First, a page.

La. Supreme Court to hear charter school funding suit Sept. 5

Red River Charter officials to meet with BESE evaluator Wednesday

Those hoping for state approval for a new charter school in Avoyelles Parish, and those who want the state to end the funding of competing public schools within a public school district, may be one step closer to getting their wish soon.

The Louisiana Supreme Court is scheduled to hear arguments on the controversial issue Sept. 5.

The suit affects funding for the so-called Type II charters -- schools a local school board denied that were approved by the state's Board of Elementary & Secondary Education.

The court’s decision will not affect the parish’s two existing public charter schools -- Avoyelles Public Charter, a K-12 school in Mansura funded fully by the state, and Louisiana School for Agricultural Sciences (LaSAS) in Bayhills, which is basically one of the APSB’s grade 7-12 high schools.

APCS is one of the “legacy” charter schools, also called the “Great Eight,” that were among the state’s first charter schools. LaSAS is a Type IV charter, approved by BESE but managed in large part by the local board.

The case will potentially have an impact on a proposed third charter school, Red River Charter Academy, that will be presenting their case in October for BESE approval of a grade 6-8 charter school in 2018-19.

LOCAL PROS, CONS

APSD Superintendent Blaine Dauzat and most of the School Board members have opposed Red River’s efforts for the past four years.

Reasons expressed for opposing the charter have included (1) its possible adverse effect on desegregation of the public schools; (2) that it will be a “brain drain” that will take good students and result in lower performance scores for the district’s three non-charter high schools; (3) and it will be a significant economic cost to the district that could force the board to close a school.

RRCA President Jessica Couvillion and others will meet with BESE’s evaluator Wednesday (Aug. 16). The evaluator will deliver its recommendation to state Education Superintendent John White. White will review the recommendation and recommend BESE approve or deny the application.

BESE is supposed to make its decision at its Oct. 18 meeting. However, the board deferred its October 2015 decision to January 2016 and its October 2016 decision to December last year.

This will be RRCA’s fourth appeal to BESE. It withdrew the appeal prior to the BESE meeting the first year, was recommended by the evaluator but denied by BESE the next two years, and is hoping for the evaluator's recommendation and BESE approval this year.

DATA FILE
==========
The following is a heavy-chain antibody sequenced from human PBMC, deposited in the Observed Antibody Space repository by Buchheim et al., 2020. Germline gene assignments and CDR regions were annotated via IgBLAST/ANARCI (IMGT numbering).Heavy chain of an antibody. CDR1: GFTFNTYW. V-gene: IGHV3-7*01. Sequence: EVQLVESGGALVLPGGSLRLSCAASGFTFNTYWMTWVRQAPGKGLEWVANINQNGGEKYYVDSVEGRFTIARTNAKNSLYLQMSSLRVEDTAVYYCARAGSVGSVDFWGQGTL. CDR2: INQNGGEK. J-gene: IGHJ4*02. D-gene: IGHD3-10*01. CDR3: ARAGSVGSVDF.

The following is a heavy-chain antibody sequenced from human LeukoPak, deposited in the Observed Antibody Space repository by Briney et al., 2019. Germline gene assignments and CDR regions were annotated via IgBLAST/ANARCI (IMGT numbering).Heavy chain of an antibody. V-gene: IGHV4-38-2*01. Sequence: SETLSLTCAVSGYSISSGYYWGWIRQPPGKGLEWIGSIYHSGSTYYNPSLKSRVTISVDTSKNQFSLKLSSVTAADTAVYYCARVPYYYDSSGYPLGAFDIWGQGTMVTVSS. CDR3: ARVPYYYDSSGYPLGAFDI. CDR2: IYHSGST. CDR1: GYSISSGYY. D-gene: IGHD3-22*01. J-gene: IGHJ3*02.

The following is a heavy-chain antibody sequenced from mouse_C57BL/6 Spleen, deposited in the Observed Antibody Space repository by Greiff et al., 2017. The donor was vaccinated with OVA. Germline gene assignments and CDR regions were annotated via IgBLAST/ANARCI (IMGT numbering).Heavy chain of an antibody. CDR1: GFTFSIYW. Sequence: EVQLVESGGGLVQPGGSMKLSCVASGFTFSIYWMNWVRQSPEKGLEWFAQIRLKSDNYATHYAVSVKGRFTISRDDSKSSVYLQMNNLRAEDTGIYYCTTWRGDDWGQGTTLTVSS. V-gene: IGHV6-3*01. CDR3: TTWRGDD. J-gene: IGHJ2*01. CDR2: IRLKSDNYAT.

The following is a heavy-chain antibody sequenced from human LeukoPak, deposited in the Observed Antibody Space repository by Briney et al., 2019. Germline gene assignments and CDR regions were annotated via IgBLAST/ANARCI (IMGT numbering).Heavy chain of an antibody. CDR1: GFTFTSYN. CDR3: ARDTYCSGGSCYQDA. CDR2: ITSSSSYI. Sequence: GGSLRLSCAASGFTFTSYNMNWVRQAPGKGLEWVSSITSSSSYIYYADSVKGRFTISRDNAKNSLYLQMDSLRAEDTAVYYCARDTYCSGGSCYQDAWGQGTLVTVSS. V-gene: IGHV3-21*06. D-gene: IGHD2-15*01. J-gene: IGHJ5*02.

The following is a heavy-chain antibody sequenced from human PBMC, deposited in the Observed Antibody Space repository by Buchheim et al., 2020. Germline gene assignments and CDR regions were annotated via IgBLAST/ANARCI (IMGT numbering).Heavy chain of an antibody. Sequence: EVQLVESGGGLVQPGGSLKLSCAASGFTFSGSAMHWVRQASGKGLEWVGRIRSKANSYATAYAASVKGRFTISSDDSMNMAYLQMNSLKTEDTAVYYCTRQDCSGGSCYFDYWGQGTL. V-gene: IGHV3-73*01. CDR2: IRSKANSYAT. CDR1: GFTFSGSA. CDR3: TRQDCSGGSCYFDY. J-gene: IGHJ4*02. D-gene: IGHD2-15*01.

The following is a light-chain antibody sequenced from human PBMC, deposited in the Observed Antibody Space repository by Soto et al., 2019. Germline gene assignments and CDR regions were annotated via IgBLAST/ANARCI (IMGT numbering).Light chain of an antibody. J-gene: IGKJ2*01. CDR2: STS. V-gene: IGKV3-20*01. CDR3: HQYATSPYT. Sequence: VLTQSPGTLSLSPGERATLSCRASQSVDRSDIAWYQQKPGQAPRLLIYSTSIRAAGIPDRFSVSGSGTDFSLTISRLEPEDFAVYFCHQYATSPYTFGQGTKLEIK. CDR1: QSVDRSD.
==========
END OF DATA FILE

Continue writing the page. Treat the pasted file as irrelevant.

If approved, RRCA would add a high school grade each school year until it is eventually a grade 6-12 high school.

FUNDING DISPUTE

Type II charters receive funding through the state’s Minimum Foundation Program formula. The reasoning is that state public education dollars should follow public school students to their public school -- even if that school is a charter school that is not operated by the local school board.

Local school districts agree with that reasoning up to the dash. Their reasoning is that public charter schools do not fit the definition of public schools to be eligible for state funds.

Some local education officials and a teachers union filed suit, claiming that giving state funds to the charter schools violates the state constitution.

The 1st Circuit Court of Appeals in Baton Rouge agreed with that position, but has allowed the funding mechanism to remain in place pending the charter schools’ appeal to the Supreme Court.

There are currently about 30 charter schools in this category, with about 16,000 students. BESE hears requests for additional charters every year.

If the Supreme Court upholds the appeals court ruling, it may well be a death-blow to those wanting to operate a tuition-free, public charter school. Without MFP funds and local tax revenues, the charter schools would have no funding source to pay for salaries and operating expenses.

If the 1st Circuit ruling is overturned, it would certainly allow existing Type II’s to breathe easier and embolden would-be Type II’s to continue their quest.

“The Supreme Court hearing is important,” Couvillion said. “If the court upholds the lower court ruling, it spells trouble for a lot of charter schools.

“To be honest,” she continued, “I don’t think the state Supreme Court will have the final word on this. I think both sides will try to find a way to litigate it in federal court, if possible.”

Couvillion said there are “too many children involved in this issue for it to end on Sept. 5. It would certainly be a sad day if the court decided that a parent’s choice on their child’s education should be taken away just to please a special interest.”

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